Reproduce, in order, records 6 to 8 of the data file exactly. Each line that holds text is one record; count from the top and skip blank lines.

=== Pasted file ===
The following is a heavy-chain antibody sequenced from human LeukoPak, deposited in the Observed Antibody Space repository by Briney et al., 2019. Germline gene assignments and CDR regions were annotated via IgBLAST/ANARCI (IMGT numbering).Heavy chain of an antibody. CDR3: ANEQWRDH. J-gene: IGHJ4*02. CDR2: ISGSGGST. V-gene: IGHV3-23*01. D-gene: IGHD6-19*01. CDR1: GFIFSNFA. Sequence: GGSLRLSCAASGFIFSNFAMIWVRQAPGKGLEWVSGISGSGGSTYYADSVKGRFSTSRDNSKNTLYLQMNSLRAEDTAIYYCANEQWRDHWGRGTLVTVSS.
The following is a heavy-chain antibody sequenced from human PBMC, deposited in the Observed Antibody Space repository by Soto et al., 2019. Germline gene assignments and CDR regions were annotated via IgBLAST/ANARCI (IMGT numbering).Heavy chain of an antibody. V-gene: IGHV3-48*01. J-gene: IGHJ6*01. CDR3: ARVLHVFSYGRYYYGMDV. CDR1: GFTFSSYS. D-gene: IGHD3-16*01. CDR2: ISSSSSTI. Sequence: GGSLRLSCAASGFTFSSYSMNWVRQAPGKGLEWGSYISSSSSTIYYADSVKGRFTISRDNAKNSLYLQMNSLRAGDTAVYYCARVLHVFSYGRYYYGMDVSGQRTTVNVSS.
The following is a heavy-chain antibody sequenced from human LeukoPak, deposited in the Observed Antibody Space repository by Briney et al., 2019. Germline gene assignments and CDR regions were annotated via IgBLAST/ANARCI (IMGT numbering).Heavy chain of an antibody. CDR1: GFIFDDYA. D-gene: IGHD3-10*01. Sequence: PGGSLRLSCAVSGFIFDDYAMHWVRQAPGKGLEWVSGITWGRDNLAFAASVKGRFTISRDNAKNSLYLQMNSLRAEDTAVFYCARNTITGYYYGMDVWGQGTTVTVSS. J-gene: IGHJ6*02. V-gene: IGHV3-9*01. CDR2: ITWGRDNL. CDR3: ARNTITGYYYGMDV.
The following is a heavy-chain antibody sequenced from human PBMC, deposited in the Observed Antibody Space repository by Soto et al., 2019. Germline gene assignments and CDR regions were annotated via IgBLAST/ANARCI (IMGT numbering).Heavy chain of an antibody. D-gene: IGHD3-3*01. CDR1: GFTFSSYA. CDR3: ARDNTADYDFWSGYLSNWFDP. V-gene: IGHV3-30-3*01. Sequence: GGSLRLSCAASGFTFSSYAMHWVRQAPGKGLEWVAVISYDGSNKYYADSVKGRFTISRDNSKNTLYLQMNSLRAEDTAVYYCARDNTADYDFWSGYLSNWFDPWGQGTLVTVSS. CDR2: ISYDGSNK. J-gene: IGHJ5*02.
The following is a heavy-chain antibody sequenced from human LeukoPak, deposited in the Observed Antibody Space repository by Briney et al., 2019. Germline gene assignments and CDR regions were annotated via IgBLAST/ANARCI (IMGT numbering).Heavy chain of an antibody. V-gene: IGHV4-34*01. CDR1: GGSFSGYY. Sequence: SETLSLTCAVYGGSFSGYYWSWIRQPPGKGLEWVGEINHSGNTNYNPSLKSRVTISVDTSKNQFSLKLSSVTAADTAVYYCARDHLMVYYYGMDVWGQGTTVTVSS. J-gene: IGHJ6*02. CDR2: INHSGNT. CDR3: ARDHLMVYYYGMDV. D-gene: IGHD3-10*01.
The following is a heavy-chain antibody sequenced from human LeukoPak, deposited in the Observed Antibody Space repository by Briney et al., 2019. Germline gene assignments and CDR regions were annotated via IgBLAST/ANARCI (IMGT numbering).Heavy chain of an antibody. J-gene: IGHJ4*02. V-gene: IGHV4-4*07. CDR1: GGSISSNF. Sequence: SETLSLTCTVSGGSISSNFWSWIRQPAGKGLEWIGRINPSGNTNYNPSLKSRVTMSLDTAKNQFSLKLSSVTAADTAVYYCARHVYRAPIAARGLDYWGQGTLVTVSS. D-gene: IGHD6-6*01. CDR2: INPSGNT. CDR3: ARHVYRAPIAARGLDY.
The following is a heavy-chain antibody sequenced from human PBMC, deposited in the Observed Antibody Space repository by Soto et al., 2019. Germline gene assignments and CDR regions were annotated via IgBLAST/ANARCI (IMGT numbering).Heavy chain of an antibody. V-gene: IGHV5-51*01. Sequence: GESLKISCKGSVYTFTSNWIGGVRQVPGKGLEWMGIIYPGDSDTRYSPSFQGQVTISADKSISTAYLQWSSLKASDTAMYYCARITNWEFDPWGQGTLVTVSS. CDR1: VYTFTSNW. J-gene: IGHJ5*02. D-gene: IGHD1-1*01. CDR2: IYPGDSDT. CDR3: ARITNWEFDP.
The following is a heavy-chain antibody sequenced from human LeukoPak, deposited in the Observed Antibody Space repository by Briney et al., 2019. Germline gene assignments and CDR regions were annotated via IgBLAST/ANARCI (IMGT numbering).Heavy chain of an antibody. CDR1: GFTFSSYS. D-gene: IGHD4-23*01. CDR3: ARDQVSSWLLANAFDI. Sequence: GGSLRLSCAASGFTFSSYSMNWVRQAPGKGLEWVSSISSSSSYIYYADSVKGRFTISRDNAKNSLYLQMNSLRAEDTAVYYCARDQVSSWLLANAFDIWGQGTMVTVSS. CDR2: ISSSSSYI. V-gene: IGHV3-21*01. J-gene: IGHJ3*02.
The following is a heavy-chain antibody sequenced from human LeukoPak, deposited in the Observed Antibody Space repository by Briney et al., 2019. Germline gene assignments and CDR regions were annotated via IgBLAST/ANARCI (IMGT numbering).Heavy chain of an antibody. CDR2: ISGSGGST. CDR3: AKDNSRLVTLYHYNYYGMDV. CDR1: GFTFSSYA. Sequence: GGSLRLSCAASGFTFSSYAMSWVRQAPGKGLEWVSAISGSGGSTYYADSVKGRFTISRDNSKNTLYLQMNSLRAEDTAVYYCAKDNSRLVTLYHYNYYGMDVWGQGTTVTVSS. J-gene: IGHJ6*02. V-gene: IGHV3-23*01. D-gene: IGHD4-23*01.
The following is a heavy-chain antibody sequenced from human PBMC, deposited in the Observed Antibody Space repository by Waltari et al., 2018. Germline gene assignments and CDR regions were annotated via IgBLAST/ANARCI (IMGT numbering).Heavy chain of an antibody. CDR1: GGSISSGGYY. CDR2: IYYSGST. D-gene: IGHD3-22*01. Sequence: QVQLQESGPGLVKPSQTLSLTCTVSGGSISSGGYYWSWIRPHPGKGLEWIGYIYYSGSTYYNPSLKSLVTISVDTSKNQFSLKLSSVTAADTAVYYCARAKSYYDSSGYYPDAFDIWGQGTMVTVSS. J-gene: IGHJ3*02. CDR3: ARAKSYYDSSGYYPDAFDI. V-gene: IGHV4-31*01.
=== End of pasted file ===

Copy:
The following is a heavy-chain antibody sequenced from human LeukoPak, deposited in the Observed Antibody Space repository by Briney et al., 2019. Germline gene assignments and CDR regions were annotated via IgBLAST/ANARCI (IMGT numbering).Heavy chain of an antibody. J-gene: IGHJ4*02. V-gene: IGHV4-4*07. CDR1: GGSISSNF. Sequence: SETLSLTCTVSGGSISSNFWSWIRQPAGKGLEWIGRINPSGNTNYNPSLKSRVTMSLDTAKNQFSLKLSSVTAADTAVYYCARHVYRAPIAARGLDYWGQGTLVTVSS. D-gene: IGHD6-6*01. CDR2: INPSGNT. CDR3: ARHVYRAPIAARGLDY.
The following is a heavy-chain antibody sequenced from human PBMC, deposited in the Observed Antibody Space repository by Soto et al., 2019. Germline gene assignments and CDR regions were annotated via IgBLAST/ANARCI (IMGT numbering).Heavy chain of an antibody. V-gene: IGHV5-51*01. Sequence: GESLKISCKGSVYTFTSNWIGGVRQVPGKGLEWMGIIYPGDSDTRYSPSFQGQVTISADKSISTAYLQWSSLKASDTAMYYCARITNWEFDPWGQGTLVTVSS. CDR1: VYTFTSNW. J-gene: IGHJ5*02. D-gene: IGHD1-1*01. CDR2: IYPGDSDT. CDR3: ARITNWEFDP.
The following is a heavy-chain antibody sequenced from human LeukoPak, deposited in the Observed Antibody Space repository by Briney et al., 2019. Germline gene assignments and CDR regions were annotated via IgBLAST/ANARCI (IMGT numbering).Heavy chain of an antibody. CDR1: GFTFSSYS. D-gene: IGHD4-23*01. CDR3: ARDQVSSWLLANAFDI. Sequence: GGSLRLSCAASGFTFSSYSMNWVRQAPGKGLEWVSSISSSSSYIYYADSVKGRFTISRDNAKNSLYLQMNSLRAEDTAVYYCARDQVSSWLLANAFDIWGQGTMVTVSS. CDR2: ISSSSSYI. V-gene: IGHV3-21*01. J-gene: IGHJ3*02.